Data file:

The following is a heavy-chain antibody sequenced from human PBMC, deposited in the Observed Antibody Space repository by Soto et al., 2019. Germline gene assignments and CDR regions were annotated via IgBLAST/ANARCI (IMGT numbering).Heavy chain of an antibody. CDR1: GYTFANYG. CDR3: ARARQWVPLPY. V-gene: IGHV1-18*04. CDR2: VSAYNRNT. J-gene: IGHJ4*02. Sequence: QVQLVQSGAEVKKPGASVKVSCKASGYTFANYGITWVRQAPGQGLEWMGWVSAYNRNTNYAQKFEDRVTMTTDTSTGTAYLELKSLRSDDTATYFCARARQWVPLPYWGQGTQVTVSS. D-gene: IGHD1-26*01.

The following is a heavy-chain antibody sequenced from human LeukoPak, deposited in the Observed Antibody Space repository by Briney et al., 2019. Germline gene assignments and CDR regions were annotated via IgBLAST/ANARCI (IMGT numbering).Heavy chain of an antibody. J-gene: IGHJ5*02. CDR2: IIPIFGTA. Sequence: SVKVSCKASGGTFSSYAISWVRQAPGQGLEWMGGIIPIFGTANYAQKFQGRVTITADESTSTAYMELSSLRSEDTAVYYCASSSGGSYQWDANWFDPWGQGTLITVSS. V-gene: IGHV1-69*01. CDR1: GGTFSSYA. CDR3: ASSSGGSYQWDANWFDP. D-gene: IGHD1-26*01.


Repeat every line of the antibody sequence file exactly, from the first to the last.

The following is a heavy-chain antibody sequenced from human PBMC, deposited in the Observed Antibody Space repository by Soto et al., 2019. Germline gene assignments and CDR regions were annotated via IgBLAST/ANARCI (IMGT numbering).Heavy chain of an antibody. CDR1: GYTFANYG. CDR3: ARARQWVPLPY. V-gene: IGHV1-18*04. CDR2: VSAYNRNT. J-gene: IGHJ4*02. Sequence: QVQLVQSGAEVKKPGASVKVSCKASGYTFANYGITWVRQAPGQGLEWMGWVSAYNRNTNYAQKFEDRVTMTTDTSTGTAYLELKSLRSDDTATYFCARARQWVPLPYWGQGTQVTVSS. D-gene: IGHD1-26*01.

The following is a heavy-chain antibody sequenced from human LeukoPak, deposited in the Observed Antibody Space repository by Briney et al., 2019. Germline gene assignments and CDR regions were annotated via IgBLAST/ANARCI (IMGT numbering).Heavy chain of an antibody. J-gene: IGHJ5*02. CDR2: IIPIFGTA. Sequence: SVKVSCKASGGTFSSYAISWVRQAPGQGLEWMGGIIPIFGTANYAQKFQGRVTITADESTSTAYMELSSLRSEDTAVYYCASSSGGSYQWDANWFDPWGQGTLITVSS. V-gene: IGHV1-69*01. CDR1: GGTFSSYA. CDR3: ASSSGGSYQWDANWFDP. D-gene: IGHD1-26*01.